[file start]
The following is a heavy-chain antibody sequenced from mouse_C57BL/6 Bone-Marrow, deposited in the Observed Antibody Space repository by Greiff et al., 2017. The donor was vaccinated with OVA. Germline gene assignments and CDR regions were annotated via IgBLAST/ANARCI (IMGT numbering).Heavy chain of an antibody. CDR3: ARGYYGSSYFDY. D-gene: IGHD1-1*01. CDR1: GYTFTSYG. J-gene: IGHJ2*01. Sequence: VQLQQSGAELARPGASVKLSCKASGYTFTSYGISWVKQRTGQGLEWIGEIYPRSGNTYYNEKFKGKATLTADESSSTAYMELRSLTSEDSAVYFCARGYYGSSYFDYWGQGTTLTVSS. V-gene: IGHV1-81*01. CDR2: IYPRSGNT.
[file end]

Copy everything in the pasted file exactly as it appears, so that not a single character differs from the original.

The following is a heavy-chain antibody sequenced from mouse_C57BL/6 Bone-Marrow, deposited in the Observed Antibody Space repository by Greiff et al., 2017. The donor was vaccinated with OVA. Germline gene assignments and CDR regions were annotated via IgBLAST/ANARCI (IMGT numbering).Heavy chain of an antibody. CDR3: ARGYYGSSYFDY. D-gene: IGHD1-1*01. CDR1: GYTFTSYG. J-gene: IGHJ2*01. Sequence: VQLQQSGAELARPGASVKLSCKASGYTFTSYGISWVKQRTGQGLEWIGEIYPRSGNTYYNEKFKGKATLTADESSSTAYMELRSLTSEDSAVYFCARGYYGSSYFDYWGQGTTLTVSS. V-gene: IGHV1-81*01. CDR2: IYPRSGNT.